TB3-Non-Residential Floodproofing

FEMA P-348 - Protecting Building
Utility Systems from Flood Damage, 2nd Edition (2/17)

TB1-Openings in Foundations Walls and walls of Enclosures

Provides guidance on the NFIP regulations concerning watertight construction and the required certification for floodproofed non-residential buildings in Zones A, AE, A1-A30, AR, AO, and AH whose lowest floors are below the Base Flood Elevation.
FEMA Form 086-0-34 Floodproofing Cert.
Provides guidance on the NFIP regulations concerning the requirement for openings in below-Base Flood Elevation foundation walls and walls of enclosures for buildings located in Zones A, AE, A1-A30, AR, AO, and AH.
The overall objective of this publication is to assist in the construction of buildings with building utility systems that are designed and built so that the buildings can be re-occupied and fully operational as soon as electricity and sewer and water are restored to the neighborhood.

TB7-Wet Floodproofing Requirements

TB11-Crawlspace Construction in SFHA

TB10-Structures Built on Fill near SFHA are safe from flooding

Provides guidance on the NFIP regulations concerning wet floodproofing of certain types of structures located in Zones A, AE, A1-A30, AR, AO, and AH.
Provides interim guidance on minimum NFIP requirements as well as best practices for crawlspace construction in the Special Flood Hazard Area.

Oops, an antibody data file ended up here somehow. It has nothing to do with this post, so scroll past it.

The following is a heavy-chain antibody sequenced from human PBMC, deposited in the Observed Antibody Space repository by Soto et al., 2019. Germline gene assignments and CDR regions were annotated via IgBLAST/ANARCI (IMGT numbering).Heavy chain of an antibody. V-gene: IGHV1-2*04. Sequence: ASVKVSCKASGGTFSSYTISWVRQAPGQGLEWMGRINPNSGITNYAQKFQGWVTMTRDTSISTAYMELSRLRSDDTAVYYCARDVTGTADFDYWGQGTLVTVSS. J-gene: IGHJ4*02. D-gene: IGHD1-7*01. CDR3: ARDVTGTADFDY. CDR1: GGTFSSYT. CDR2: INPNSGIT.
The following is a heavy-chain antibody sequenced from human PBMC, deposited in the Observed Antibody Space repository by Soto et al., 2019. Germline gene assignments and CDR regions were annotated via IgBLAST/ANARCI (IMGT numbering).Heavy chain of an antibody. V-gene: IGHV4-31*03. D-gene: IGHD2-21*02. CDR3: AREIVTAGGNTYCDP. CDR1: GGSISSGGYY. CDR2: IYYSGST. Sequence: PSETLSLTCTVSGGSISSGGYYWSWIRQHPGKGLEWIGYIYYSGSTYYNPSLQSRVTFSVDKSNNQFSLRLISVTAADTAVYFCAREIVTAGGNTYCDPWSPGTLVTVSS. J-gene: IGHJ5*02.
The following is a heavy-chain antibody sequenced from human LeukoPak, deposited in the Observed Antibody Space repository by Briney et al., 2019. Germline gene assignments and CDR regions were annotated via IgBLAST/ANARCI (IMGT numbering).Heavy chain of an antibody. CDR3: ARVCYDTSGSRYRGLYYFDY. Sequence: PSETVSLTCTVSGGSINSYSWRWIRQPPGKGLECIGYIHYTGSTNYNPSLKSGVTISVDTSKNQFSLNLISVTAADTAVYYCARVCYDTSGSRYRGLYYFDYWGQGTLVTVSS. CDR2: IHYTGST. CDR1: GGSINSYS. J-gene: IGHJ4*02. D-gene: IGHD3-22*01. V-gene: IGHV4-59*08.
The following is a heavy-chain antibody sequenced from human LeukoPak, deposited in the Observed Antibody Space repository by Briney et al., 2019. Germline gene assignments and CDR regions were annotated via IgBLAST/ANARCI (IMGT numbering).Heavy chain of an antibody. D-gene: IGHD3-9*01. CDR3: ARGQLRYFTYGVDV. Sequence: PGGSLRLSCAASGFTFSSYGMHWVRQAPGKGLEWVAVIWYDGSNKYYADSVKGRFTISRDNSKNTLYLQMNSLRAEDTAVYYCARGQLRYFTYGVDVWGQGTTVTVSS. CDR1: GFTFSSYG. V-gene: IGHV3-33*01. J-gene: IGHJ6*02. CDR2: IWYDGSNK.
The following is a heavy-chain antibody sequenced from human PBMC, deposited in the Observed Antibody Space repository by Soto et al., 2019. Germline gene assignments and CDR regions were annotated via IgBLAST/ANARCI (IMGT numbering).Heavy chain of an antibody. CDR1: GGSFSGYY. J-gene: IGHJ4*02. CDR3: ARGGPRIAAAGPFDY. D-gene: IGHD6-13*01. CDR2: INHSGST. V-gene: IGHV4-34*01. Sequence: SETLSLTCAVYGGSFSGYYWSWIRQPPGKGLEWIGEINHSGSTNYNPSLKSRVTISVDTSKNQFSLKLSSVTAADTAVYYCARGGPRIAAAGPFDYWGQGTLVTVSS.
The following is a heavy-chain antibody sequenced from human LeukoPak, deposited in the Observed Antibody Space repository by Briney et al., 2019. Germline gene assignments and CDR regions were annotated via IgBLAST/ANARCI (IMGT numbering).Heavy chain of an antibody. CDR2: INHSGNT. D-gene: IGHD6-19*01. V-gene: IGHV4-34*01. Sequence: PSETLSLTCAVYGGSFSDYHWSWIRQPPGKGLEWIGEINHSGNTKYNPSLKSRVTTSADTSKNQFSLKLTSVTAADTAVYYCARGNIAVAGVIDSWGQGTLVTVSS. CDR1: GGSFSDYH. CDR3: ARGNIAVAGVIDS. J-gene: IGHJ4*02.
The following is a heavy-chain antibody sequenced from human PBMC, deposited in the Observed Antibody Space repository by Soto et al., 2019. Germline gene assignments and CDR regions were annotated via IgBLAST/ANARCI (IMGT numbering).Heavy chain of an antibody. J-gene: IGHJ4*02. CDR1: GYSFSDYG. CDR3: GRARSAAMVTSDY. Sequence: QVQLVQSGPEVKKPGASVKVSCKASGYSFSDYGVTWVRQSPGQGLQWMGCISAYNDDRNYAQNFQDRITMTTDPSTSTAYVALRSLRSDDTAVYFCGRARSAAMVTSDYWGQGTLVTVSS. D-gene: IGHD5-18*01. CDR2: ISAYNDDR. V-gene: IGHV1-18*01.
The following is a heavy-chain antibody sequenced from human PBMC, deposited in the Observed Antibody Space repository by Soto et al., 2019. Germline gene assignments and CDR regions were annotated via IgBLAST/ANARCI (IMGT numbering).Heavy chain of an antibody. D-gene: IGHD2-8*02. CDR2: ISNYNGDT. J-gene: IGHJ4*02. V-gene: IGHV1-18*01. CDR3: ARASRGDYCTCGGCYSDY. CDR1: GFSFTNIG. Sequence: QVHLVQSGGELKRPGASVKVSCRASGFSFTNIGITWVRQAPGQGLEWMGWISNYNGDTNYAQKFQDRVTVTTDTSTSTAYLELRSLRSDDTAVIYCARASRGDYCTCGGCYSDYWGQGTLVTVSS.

This technical bulletin discusses building techniques, including the use of fill, that can be used to ensure structures are reasonably safe from flooding.

FEMA P-347 - Above the Flood: Elevationg your Floodprone House

Answers to Questions about the National Flood Insurance Program

FEMA 54, Elevated Residential Structures

This publication shows how floodprone houses in south Florida were elevated above the 100-year flood level following Hurricane Andrew. Alternative elevation techniques are also demonstrated.
This booklet is intended to acquaint the public with the National Flood Insurance Program (NFIP). Despite the highly technical nature of the Program, there has been a deliberate effort to minimize the use of technical terms. This publication is designed for readers who do not need a detailed history or refined technical or legal explanations, but do need a basic understanding of the program and the answers to some frequently asked questions. Readers who need legal definitions should refer to the Standard Flood Insurance Policy and to NFIP and related regulations.
Flooding in residential areas is bound to happen in flood-prone areas resulting in property damage. This manual is for designers, developers, builders, and others who wish to build elevated residential structures in flood-prone areas.

FEMA P-85, Protecting Manufactured Homes from Floods and Other Hazards

Reducing Damage from Localized Flooding: A Guide for Communities

FEMA P-85 has been updated to reflect the requirements of the most current codes and standards and to provide a best practices approach in reducing damages from natural hazards. While the original version of FEMA 85 concentrated on flood and wind events, this version also addresses seismic hazards and recommends several multi-hazard resistant foundation designs. Designs are included for wood-framed foundations, conventional concrete and masonry pier foundations, and ground anchors. The ground anchor foundations are based on results from a series of first-of-its-kind saturated and dry soil anchor tests.